Question about 1991 Honda Accord
When the car is completely cool,check the electric fan(s) for smooth rotation.
Clean/check/change the thermo sensor,contact and wire.
Excavate air pocket in coolant system / check for head gasket leak
This test will kill two birds with one stone.
MAKE SURE THE COOLANT SYSTEM and ENGINE IS COLD!
RAN THIS TEST IN A WELL VENTILATED AREA ONLY!
You will spill some coolant during this air pocket purge test.......BE KIND TO THE ENVIRONMENT and ANIMAL please clean up after the test!
Put the front end on a pair of ramp or park your car on a VERY STEEP HILL (radiator facing top of the hill) .
Top of the coolant reserve tank
Let it ran for 10-15 minutes.
Monitor for air pockets escaping from coolant reserve tank.
Small amount of bubbles is OK at 1-5 minute mark
After the thermostat open up (after 195 F warm up) at
5-12 minute mark or after high idle you should see less bubbles.
If you do not see any in rush of bubbles then your thermostat may be partially stuck or rusted badly inside the thermostat hosing.
Give the thermostat host few gentle taps.
If you see larger bubbles surfacing after 15 minutes then should do a hydrocarbon (HC) dye test to test for potential head gasket leak.
Let engine cold down and top off coolant reserve tank.
Start monitor for coolant lost
A coolant flush is require every 2 years or 24,000 miles.
I recommend the thermostat that has a relief pop-let to reduce the change of burst radiator and coolant hoses.
Make sure you get a new thermostat gasket,black RTV and fresh coolant for the job.
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Posted on Dec 05, 2009
J, the upper radiator hose should be hot, it directs coolant from the hot engine to the radiator, where it flows downward, being cooled by the air rushing through the radiator from driving, and from the fan, until it reaches the bottom hose, where it is sent back through the engine to absorb heat from passageways throughout the engine block and head, and back to the radiator again.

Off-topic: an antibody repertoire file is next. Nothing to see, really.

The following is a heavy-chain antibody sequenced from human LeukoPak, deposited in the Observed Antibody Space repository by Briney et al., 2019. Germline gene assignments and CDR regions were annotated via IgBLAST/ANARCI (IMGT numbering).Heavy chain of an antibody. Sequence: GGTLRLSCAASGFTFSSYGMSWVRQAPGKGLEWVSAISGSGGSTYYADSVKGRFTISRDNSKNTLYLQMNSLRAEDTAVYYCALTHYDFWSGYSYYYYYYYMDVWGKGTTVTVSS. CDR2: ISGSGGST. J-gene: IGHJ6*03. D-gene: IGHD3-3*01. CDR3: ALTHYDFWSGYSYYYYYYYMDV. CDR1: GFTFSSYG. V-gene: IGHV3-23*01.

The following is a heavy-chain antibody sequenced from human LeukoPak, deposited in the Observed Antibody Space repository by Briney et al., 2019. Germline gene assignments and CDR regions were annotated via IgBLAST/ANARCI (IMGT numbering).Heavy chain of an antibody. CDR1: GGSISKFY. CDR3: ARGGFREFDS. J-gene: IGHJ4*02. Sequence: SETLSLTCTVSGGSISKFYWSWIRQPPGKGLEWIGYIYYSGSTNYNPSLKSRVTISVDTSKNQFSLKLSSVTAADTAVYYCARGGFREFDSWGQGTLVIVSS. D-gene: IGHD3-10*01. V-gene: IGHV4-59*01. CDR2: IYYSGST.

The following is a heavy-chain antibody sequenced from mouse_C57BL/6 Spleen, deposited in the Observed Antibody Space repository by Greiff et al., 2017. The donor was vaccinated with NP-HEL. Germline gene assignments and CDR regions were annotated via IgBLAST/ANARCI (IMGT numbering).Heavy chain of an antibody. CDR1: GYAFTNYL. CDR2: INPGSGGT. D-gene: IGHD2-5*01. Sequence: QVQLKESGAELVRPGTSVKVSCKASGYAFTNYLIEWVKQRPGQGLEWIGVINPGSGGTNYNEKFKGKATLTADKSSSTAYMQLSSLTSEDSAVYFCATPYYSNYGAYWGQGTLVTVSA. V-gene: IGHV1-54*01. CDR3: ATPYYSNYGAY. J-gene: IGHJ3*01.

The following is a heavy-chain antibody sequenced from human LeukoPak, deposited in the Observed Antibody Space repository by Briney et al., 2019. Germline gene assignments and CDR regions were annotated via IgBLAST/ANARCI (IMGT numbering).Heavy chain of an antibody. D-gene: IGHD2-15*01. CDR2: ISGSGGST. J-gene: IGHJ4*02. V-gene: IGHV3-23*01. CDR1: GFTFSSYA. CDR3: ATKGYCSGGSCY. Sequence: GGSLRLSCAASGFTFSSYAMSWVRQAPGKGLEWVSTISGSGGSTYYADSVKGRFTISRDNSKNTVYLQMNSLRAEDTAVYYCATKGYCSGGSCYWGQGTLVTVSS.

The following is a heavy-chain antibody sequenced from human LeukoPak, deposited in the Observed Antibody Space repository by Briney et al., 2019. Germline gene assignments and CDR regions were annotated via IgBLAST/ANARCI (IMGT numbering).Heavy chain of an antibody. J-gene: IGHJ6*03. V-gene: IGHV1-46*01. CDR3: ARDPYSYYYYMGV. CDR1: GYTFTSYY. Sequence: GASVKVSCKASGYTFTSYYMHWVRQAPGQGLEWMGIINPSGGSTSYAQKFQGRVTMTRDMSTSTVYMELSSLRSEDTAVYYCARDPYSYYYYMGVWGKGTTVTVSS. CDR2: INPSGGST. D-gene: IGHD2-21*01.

A couple of things to check: 1st, is the fan kicking on when the engine temp rises? If not, check the cooling fan switch, if it is bad, it won't signal the fan to go on. 2nd The cooling fan may have a bad motor, again, if it's not drawing air through the radiator, the car will overheat. 3rd Make sure there is no air in the cooling system. Your accord should have a bleeder screw on top of the engine. After draining and then refilling the system to replace the radiator, or some other cooling system component, the bleeder screw should be opened to allow air to exit the system, or it will overheat. Your thermostat probably isn't the problem. You are correct that If it was stuck closed, it would cause the engine to overheat, but the top radiator hose wouldn't be hot because no coolant would be flowing through that hose with the t-stat closed. If you squeeze the upper hose at operating temp. you should be able to tell if coolant is flowing through. Although I don't think it's the t-stat, it you want to check it, remove it and place in pot of boiling water, it should open immediately, if not it's no good. , Hope this helps, good luck,
Posted on Oct 17, 2009
NO sounds like the water pump isent working but carnt think of why not as you only changed Rad and heater hoses.. but did you turn on the heater to HOT when you fitted the new heater hoses as to let the coolant run through and to get rid of air locks ..
IF the thernostat was sticking open then it would only get warm.. If stuck shut it would cause the engine to boil but from the bottom (bottom hot top cold).
So it still points to water pump BUT what you can do before anything else take out the thermostat and lets see if the whole water system gets warm if yes then
its the pump.
Also check to see if the water get hot in tank and any bubbles . Let me know what you find Ron
Posted on Oct 17, 2009
Given the fact that you have worked on the cooling system, very likely the overheating is related to air locks. With a cool engine uncap the radiator and top off if needed and while you do that open the bleeding valve that sits right next to the engine and fill the radiator until you get flow of coolant from the valve. Close the valve, keep the radiator uncapped, open your heater valve fully and turn engine on. Once the engine warms up, you should see coolant flow in the radiator and that would indicate your water pump is doing what it should do. If it does not then you may have a bad pump. Once the engine is warm, both upper and lower hoses should be warm of hot to touch.
Posted on Jul 26, 2014
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